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Kayley Thomas investigates the inquiry into 1970s hormone pregnancy test Primodos, yet to start but in which campaigners say their confidence has already been dented.

Release date:

30 minutes

Last on

Tue 10 Mar 2015 05:30


Campaigners who believe that tablets they took to find out if they were pregnant damaged their unborn children say they are "disappointed" with the initial actions of an inquiry into their claims.

Last October, the UK Government set up an independent panel to look at evidence that the drug Primodos, a hormonal pregnancy test popular in the 1960s and 70s, may have caused birth defects and miscarriages.

The Association for Children Damaged by Hormone Pregnancy Tests had been told that it would be meeting with the chair of the panel next week to discuss its work.  But chair Marie Lyon has now been told that meeting will not take place.

"That gives me cause for great concern. You just feel in the depths of despair, being promised that this would be a thorough investigation, that there would be full involvement. I'm just so disappointed."

The Medical and Healthcare products Regulatory Agency, which is over-seeing inquiry, says it has been advised that the planned meeting might compromise the review's impartiality.

The MHRA says that Marie Lyon will be invited to all meetings of the expert group while the association is welcome to submit any evidence.

Aberconwy MP Guto Bebb has raised the issue of Primodos families in Parliament after being contacted by a constituent who is a member of the association. He understands the campaigners concern, but does not believe the inquiry falls short of what was promised.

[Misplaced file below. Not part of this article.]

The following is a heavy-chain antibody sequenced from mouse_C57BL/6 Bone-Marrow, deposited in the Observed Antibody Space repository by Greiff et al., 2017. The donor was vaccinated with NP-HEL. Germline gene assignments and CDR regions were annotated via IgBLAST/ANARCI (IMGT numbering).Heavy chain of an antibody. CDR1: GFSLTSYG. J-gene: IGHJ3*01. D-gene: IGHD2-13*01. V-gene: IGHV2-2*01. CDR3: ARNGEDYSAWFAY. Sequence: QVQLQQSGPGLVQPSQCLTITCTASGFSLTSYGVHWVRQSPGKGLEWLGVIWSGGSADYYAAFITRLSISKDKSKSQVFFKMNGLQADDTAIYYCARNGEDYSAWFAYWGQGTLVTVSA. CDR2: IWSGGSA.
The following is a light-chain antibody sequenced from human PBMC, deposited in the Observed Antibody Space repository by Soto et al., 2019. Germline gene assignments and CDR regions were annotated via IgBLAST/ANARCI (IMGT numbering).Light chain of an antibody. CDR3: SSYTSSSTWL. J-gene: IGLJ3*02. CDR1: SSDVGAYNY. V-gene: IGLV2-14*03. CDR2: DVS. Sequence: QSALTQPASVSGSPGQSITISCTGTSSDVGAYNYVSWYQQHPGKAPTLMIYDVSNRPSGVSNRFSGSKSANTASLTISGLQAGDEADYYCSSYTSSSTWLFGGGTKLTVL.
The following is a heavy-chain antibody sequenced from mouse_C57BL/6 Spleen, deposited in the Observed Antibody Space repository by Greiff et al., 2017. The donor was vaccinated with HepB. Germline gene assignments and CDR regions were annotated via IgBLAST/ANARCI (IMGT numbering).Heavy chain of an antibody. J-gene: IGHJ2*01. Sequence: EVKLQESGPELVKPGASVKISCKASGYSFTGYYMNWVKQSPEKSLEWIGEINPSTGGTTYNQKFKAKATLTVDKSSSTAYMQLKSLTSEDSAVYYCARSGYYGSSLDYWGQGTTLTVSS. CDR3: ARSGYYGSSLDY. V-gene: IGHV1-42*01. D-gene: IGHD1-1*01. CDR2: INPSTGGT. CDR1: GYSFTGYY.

"The situation is one of typical frustration with the way in which government work. But I would not jump to any conclusions as to the down-grading of what's been promised by ministers."

Cardiff-based solicitor Dr Sarah-Jane Richards has acted for clients over Primodos. She believes that, if properly conducted, the inquiry can get the answers campaigners want.

"It's then for the inquiry and the campaigners to decide how they are going to use that information and whether it might give them the evidence and support they need to bring their legal case."

Legal action against Schering - the original manufacturer of Primodos - was halted in 1982 for lack of evidence.

Schering was subsequently taken over by Bayer, which says that since then no new scientific knowledge has emerged to challenge its position that there is no link between the use of Primodos and birth defects.